Deputy Secretary of Defense William Lynn touted the benefits of intelligence information sharing between defense contractors and the department as a step in increasing cyber defenses across the intelligence community.

Lynn spoke about cyber warfare and updated on the Defense Department’s programs to combat cyber threats, including the Defense Industrial Base Cyber Pilot, at the Defense Information Systems Agency’s Customer and Industry Forum in Baltimore, Md. this week.

“Already, the pilot has shown us hundreds of signatures we wouldn’t previously have seen” and stopped hundreds of attempted intrusions, said Lynn.

Lynn noted that the success of the pilot has encouraged the department, with success being seen in the 20 participating companies. Now halfway through the 90-day pilot, they’re already looking into advancing their involvement and adding new participating companies. Cyber intrusions that may have succeeded have been thwarted, thanks to the program.

The most significant cyber threat has been the “exploitation of our networks” said Lynn, with huge amounts of data stolen from government and commercial networks on a daily basis. Intelligence has allowed insight into some of the malicious code being used to breach those networks, and sharing that information across defense and commercial networks operated for DoD helps keep that critical data more safe.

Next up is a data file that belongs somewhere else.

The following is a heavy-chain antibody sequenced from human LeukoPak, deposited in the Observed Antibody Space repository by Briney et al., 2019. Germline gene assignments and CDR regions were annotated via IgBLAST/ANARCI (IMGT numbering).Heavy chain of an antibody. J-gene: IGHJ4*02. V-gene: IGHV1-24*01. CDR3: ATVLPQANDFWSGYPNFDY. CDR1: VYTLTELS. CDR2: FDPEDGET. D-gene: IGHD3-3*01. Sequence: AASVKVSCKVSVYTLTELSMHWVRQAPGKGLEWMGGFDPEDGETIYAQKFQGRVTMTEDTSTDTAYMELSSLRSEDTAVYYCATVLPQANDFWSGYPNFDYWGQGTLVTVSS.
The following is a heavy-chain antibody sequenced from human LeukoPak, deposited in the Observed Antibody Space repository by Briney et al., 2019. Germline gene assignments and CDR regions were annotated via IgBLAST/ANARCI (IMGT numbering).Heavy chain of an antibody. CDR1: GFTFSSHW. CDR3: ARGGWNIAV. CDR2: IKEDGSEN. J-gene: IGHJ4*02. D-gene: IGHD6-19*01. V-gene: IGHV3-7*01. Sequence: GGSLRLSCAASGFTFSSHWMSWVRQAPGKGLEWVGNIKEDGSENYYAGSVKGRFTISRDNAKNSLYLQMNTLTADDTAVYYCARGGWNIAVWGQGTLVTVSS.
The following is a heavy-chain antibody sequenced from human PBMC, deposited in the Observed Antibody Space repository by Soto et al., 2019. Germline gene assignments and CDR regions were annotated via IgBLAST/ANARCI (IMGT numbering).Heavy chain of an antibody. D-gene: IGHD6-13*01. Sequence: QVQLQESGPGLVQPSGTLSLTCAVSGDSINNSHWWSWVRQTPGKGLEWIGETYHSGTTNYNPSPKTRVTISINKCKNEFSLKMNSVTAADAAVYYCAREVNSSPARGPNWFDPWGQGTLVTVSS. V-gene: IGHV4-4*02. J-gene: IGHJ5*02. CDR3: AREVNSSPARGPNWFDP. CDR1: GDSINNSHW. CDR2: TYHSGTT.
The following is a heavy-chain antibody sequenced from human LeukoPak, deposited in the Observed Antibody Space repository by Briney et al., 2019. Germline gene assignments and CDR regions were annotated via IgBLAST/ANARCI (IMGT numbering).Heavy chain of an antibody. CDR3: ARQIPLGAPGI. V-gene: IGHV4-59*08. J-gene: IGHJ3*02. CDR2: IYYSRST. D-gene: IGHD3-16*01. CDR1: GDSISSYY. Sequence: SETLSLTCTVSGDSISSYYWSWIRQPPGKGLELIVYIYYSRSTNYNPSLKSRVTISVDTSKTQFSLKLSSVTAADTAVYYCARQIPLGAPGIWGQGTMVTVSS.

“We rely on private-sector networks and services to operate nearly every facet of the department,” Lynn said. “And the fact is that the private firms we depend on are susceptible to the same cyber threats we seek to protect dot-mil networks from.”

Lynn noted that government can’t combat the cyber threat alone, but needs the help of the private sector and cooperation between industry partners. One area where industry and government will need to come together in the coming years is in fiscal responsibility. Funds to combat threats are limited, and new efficiencies and innovations, including cloud computing and consolidating data centers will need to be used to save money.

“For the past decade, we have lived in a world where we could meet new security challenges with increased resources,” said Lynn. “Going forward, we will not have that luxury. We are going to have to make hard choices. Our challenge is to accommodate changing fiscal circumstances without undercutting our military effectiveness.”

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